Coronary Intervention also known as Coronary Angioplasty is a medical procedure that is utilized to expand the narrowed or blocked coronary arteries, which supply blood to the heart. Angioplasty, together with stent placement, has become one of the most common treatments for heart disease in recent years. The procedure is carried out by inflating a small balloon inside the artery to widen the vessels and improve the blood flow to the heart. The arteries that transport blood away to the heart muscle itself are blocked by build up of “plaque” or inflammatory and fatty substances that impede blood flow to the heart. During an angioplasty procedure, stents are placed in the coronary artery to keep the plaque back and widen the blood vessel lumen and increase the blood supply to the heart.
Angioplasty is performed by one of our Interventional Cardiologists in a Cardiac Cath Lab, under local anesthesia and moderate conscious sedation. The patient will lie comfortably on their back on an X-ray table. The area of catheter insertion, either the groin or wrist is shaved and a local anesthesia is injected to anesthetize the area. Arterial access is achieved and a sheath is placed temporarily in the artery. A catheter is then threaded to the heart arteries for contrast injection called an angiogram to determine the extent and location of the blockage within the coronary arteries. The catheter is moved under the guidance of X-ray images to reach the area where the blockage is located and to check the pressure inside the pumping heart.
When the blockage in the artery is identified, the next question is “How is this best managed?” Options always include:
- medical therapy,
- open heart bypass surgery to bypass around the blockage,
- coronary intervention with angioplasty and stenting
The best strategy is discussed to make sure the patient understands the risks and benefits of each approach, and the long term care plan associated with each option. Current guidelines favor conservative medical management first, but an informed patient preference is the main consideration.
If coronary revascularization is the choice, and angioplasty and stenting is the approach agreed upon, the interventional cardiologist will insert a guide wire through the catheter, moving it across the blockage. Through a guide catheter, over a guide wire placed across the blockage, a balloon is inflated to laterally and longitudinally displace and move the plaque against the artery wall. This opens up the blocked artery and increases the blood flow to the heart. Frequently, a stent made up of laser cut stainless steel or cobalt chromium is placed within the artery to keep the artery open. Once the interventional cardiologist has confirmed that the artery has been successfully dilated with the stent in place, the balloon is deflated, and the guide wire and the catheter are removed. The stent will remain in place within the artery. Modern stents are coated with drugs to prevent restenosis or scarring of the vessel at the site of intervention. Vascular access closure is then achieved and the patient can be discharged soon thereafter.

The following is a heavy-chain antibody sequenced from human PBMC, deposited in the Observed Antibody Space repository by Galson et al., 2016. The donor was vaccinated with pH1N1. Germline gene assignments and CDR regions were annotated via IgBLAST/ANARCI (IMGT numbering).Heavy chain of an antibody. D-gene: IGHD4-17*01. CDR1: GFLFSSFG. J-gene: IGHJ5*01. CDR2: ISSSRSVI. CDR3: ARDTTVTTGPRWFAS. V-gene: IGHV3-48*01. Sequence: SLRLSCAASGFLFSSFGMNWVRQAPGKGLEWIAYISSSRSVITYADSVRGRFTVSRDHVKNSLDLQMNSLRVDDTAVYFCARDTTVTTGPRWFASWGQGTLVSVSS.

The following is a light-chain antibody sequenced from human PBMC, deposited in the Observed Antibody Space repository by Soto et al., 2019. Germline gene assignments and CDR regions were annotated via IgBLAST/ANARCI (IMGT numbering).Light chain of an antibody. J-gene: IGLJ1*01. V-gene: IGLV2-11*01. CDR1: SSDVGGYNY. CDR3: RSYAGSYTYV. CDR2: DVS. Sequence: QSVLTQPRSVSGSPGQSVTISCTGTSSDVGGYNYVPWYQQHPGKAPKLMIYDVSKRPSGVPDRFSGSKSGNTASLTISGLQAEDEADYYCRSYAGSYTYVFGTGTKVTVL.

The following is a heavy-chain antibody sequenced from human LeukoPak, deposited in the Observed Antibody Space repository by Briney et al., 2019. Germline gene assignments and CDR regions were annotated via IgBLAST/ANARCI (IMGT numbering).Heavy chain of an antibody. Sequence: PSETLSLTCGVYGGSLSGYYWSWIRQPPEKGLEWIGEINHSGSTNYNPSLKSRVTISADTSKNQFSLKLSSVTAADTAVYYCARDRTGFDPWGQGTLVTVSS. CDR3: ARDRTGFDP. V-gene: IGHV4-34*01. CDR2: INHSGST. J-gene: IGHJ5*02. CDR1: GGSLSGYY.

As with any medical procedure, there are certain potential risks with angioplasty. In general, most patients do not have complications after an angioplasty procedure; however, some complications can occur. These may include:
- Irregular heart beat
- Bleeding from the insertion site
- Blood clot formation
- Chest pain
- Blood vessel damage from the catheter requiring an operation for repair
- Kidney damage from dye used with angiogram
- Restenosis can occur but usually within the first six months. Restenosis is the re-accumulation of plaque or scar tissue producing narrowing or blockage of the coronary artery.
- Dislocation of stent